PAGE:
Sunday, January 29, 2012

Review: Nightwish, Imaginaerum

When Nightwish’s Imaginaerum came out in Europe back in November, I didn’t pay much attention.

I had a fling with Nightwish quite a few years back, but it didn’t last long. I know it will be sacrilege to a certain segment of the band’s fans, but it was really Tarja Turunen’s vocals that did me in. Her soprano, while impressive, was almost too pretty, too perfect. It didn’t have the expressiveness that I thought the music needed, and after a while, her vocal lines sort of blended together for me, no matter what the music sounded like. This isn’t a knock on Turunen, just a matter of personal taste. I’ve got the same problem with just about every female vocalist that sings operatic soprano lines most of the time. I just need a little more variety and maybe, occasionally, a little grit.

I was aware that she had left the band, and I think I checked out a few songs from the first record with Anette Olzon, but by that point, they were well off my radar.

Until a few nights ago, that is, when a few random clicks on Youtube landed me on the video for “Storytime,” the lead single from Imaginaerum. I’m not even sure what made me click on the video when it popped up on the side rail, but about six repeated listens later, it sent me digging around in my e-mail to see if I could locate the promo link for the record.

Instant connections with songs are rare for me, but “Storytime” made one on several levels. First, it’s just a great song. There’s a bit of darkness, a bit of playfulness, a bit of childlike wonder and a bit of the mystical. It’s like reading an old-school fairy tale where the story is, on the surface, bright and happy, but you know that there’s something really bad lurking just in the shadows out of sight. Besides that, there are just a ton of great hooks in the melody lines.

But I was also drawn to the song from a lyrical standpoint. As a wannabe writer myself, I like the ideas here of worlds within worlds in the imagination. I’ve always wanted to capture in one of my own works that perfect vibe of fanciful with just an edge of creepiness and unease that you get with something like Alice in Wonderland or Peter Pan. Sadly, I’ve never been able to do it, but “Storytime” does it well.

But, as good as that one song is, there are 12 more on the album, right? How do they stack up? Quite well, actually.

It opens with the folk intro “Taikatalvi,” sung in Finnish by male vocalist Marco Hietala. I’ve got no idea what it’s about – maybe some of the Finns out there can help me out if I haven’t offended them too bad with the Tarja comments – but it’s dark and melancholy and I love it.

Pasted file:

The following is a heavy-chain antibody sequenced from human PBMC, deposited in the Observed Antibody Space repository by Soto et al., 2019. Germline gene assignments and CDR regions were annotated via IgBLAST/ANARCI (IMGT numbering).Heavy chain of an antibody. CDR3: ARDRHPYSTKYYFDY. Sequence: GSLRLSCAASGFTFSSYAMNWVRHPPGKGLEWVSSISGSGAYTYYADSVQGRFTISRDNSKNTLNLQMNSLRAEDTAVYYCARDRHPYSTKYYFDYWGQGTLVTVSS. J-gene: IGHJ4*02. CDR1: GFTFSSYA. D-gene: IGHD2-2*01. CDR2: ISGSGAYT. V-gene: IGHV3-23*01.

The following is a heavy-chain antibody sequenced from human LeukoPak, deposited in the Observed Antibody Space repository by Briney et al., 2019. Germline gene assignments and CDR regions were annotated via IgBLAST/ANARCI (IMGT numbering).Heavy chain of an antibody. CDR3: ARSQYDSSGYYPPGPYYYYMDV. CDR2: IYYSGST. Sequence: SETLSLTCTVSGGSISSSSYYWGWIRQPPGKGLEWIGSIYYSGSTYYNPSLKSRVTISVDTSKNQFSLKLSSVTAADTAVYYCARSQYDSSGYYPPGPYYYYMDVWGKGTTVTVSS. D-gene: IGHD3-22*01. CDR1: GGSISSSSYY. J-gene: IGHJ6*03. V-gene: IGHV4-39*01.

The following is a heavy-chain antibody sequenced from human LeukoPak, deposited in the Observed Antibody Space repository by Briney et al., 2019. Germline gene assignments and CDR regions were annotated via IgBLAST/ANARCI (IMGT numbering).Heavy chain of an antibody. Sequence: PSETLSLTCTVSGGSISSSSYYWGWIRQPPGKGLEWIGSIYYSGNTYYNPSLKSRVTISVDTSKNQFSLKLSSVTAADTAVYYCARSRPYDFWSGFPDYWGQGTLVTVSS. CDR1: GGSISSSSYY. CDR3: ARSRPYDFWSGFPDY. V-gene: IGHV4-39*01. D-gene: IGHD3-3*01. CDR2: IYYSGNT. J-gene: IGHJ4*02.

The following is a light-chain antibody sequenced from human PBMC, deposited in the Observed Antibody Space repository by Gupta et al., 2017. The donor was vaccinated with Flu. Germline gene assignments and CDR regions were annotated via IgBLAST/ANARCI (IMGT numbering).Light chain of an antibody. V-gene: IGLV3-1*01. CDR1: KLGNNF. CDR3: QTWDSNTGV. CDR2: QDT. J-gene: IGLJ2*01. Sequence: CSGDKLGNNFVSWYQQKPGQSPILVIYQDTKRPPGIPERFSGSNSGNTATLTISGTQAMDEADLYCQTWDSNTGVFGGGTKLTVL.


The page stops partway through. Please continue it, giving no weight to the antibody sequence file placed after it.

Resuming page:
“Ghost River” starts off as a pretty straight-forward Goth-style rocker, but moves into more operatic and over-the-top symphonics for a strong chorus that gives Hietala a chance to show his more manic side. As an aside, the guitar riff in the very opening reminds me, for some reason, of early Van Halen, though certainly nothing else about the song does. There are, of course, some nice fairly straight pieces here, like “Rest Calm” and “I Want My Tears Back,” which nevertheless has an interesting, almost Celtic folk feel in the louder portions. The Celtic influence comes back strongly on the ballad “Turn Loose the Mermaids,” which also finds Olzon taking on Gaelic lilt in her vocals. Another ballad, “The Crow, the Owl and the Dove” offers the best interplay between the two vocalists. A melancholy, traditional number in the early going, it gives Olzon and Hietala chances to harmonize and mingle their voices, and you almost wish they’d do that more often.

“Scaretale” is the nightmare segment of the record with some heavy, dark symphonic sounds and a spooky children’s chorus building into a thrashing guitar riff and some very theatric vocals from Olzon. Then Hietala gets his turn on a thumping, fun Vaudevillian segment with no metallic elements whatsoever. From there it’s back to more familiar, but still well-done, symphonic metal territory and then a dip back into that opening sequence to round out the song. Next to “Storytime,” it’s easily my favorite piece on Imaginaerum.

“Song of Myself” gives you the “epic” song, checking in at nearly 14 minutes and bringing most of the sounds on the record together. There are some very heavy segments, some over-the-top symphonic bits and some ethereal gothic parts. The last half of the song is a recitation of a poem inspired by Walt Whitman’s transcendentalist poem of the same name as the song. I rolled my eyes a little on first listen, but I kind of like it after a few takes.

I’ve always been a fan of oddities on metal records, and I love the ones that we get here. The smooth lounge jazz of “Slow, Love, Slow” is really cool, and gives Olzon a chance to show off some huskier, sultry tones. The instrumental “Arabesque” has, obviously, a lot of middle-eastern flavor, but also a dream-like quality to it. During the three minutes of the song, you can imagine, at times, harem dancers moving to the music or Aladdin-style adventures, magic and sword fights.

The whole record has a great variety and a nice flow. It’s all about imagination and dreams within dreams, and the concept is carried out nearly flawlessly. I’m a bit surprised to say that I really, really like Imaginaerum. It’s a record that takes you on a journey, and it’s one well worth taking. It’s a shame that I didn’t give it a listen back in November because it probably would have landed pretty high on my year-end list. On the bright side, the U.S. release date was just last week, so it can still make this year’s, and there’s also a movie in the works based on Tuomas Holopainen’s story, which could be interesting.




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